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Nearly four years old, Windows Phone is about to get its fifth major update, one that brings functional improvements to all areas of the platform. Windows Phone 8.1 is coming, and this is why you should upgrade.
Upgrading To Windows Phone 8.1
Set for full release in mid-2014, Windows Phone 8.1 should become available via your network carrier. When available, the upgrade – which you can check for in Settings > Phone Update – will require several gigabytes (final figure still to be confirmed, but probably around 3) of free space on your phone in order to install.
Note that a pre-release developer version of Windows Phone 8.1 is currently available, but this is limited to those with developer accounts. If you followed our guide on using the Windows Phone app building tool, you may have one of these already – if so, the update is available to you!
All Windows Phone 8 devices are compatible with the update (including the Nokia Lumia 520), although some features may be limited, based on the available hardware.
So, what’s all the fuss about?
Windows Phone 8.1: Microsoft’s Mobile Platform Reaches Maturity
The big expectation with Windows Phone 8.1 is that the improvements to the operating system will finally put the platform on an even keel with Android and iOS.
Rather than being an upgrade, however, Windows Phone 8.1 is more of an overhaul – think the difference between Windows Phone 8 and its predecessor Windows Phone 7 to get an idea of how comprehensive the differences are.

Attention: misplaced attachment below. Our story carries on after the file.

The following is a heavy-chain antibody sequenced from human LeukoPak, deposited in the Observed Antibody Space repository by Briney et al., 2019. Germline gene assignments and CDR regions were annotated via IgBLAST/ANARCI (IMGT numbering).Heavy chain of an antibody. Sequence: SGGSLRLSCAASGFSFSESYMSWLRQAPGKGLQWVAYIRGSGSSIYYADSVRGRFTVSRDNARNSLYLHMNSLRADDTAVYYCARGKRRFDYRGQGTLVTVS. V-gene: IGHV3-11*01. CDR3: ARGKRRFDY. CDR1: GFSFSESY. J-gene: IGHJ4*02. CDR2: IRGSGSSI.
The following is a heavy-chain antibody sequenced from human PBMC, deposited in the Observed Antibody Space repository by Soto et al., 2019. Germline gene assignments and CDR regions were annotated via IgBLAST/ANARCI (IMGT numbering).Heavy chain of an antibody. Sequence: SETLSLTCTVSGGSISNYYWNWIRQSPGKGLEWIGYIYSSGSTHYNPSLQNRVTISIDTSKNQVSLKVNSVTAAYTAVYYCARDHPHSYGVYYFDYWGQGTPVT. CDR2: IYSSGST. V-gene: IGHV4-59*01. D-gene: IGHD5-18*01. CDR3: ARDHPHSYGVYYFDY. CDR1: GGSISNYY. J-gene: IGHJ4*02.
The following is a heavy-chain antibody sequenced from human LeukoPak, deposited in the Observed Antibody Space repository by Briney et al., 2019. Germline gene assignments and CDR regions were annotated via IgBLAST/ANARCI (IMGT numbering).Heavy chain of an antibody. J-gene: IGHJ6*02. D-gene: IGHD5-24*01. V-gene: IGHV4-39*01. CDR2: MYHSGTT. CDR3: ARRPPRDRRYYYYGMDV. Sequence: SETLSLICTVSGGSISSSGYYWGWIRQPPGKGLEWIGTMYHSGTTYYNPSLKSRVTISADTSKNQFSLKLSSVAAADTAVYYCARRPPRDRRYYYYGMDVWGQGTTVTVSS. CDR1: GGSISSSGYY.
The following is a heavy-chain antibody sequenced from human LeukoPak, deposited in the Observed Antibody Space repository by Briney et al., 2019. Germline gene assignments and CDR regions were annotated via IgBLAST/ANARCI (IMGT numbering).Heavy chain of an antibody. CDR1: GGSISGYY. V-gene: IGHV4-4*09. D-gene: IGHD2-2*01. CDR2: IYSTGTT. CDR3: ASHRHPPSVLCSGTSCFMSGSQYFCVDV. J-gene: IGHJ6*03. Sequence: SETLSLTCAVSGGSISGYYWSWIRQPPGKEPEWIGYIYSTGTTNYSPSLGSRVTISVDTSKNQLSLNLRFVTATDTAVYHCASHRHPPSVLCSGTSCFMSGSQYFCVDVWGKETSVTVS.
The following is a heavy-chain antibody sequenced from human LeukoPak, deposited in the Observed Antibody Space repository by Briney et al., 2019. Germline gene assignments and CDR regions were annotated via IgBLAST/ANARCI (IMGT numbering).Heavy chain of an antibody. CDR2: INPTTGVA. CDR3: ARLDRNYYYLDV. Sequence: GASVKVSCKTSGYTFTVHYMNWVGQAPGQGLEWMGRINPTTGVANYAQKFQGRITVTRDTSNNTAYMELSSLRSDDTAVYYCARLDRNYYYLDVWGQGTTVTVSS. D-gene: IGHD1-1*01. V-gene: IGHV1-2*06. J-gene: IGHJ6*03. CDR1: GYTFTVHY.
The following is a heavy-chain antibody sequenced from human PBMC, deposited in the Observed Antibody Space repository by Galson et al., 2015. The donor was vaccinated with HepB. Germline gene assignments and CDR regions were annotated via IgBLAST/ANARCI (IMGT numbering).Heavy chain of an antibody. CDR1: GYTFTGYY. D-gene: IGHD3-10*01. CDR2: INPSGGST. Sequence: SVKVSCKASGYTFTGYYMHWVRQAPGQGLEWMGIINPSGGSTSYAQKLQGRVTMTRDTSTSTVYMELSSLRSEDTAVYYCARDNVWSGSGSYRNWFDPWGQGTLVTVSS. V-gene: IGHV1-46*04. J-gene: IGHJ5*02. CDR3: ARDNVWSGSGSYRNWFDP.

It’s around 18 months since Windows Phone 8 was released. The introduction of Windows Phone 8.1 is part of Microsoft’s previously-stated aim to stick to an 18 month upgrade cycle for the OS. Future upgrade dates are hazy at this stage, although some rumours claim that a Windows Phone 8.2/Windows Phone 9 will be released some time in 2015.
With regular updates, Microsoft can offer its users the same regular tweaks and improvements that Google and Apple deliver when they upgrade their operating systems.
What To Expect From Windows Phone 8.1
Although unavailable until June, many excellent features and improvements have been introduced in Windows Phone 8.1, such as Skype integrated into the phone dialer (at long last) and a new version of Internet Explorer. Over 100 improvements are introduced with some of the most notable listed below.
Improved Tile Sizing – Windows Phone users have been stuck with a limited selection of tile sizes since 2010, but with the new update this is expanded. An additional column of small tiles has been added, and the result is a better set of options to customize the way your phone looks.
Start Screen Backgrounds – New tiles are only part of the equation. Customization options for Windows Phone have been limited but with the 8.1 update you’ll be able to add your own Start screen backgrounds. The possibilities here are considerable, especially when combined with the new tile options.
Action Center – One of the key things Windows Phone 8 got wrong was the requirement to open a new screen to toggle Wi-Fi, wireless Internet, Bluetooth and other connection options. Even third party apps adding Start screen shortcuts are restricted in what they can do – rather than toggling when tapped, they take you directly to the relevant settings screen. Action Center changes that, combining quick access to toggle buttons and access to alerts and other notifications.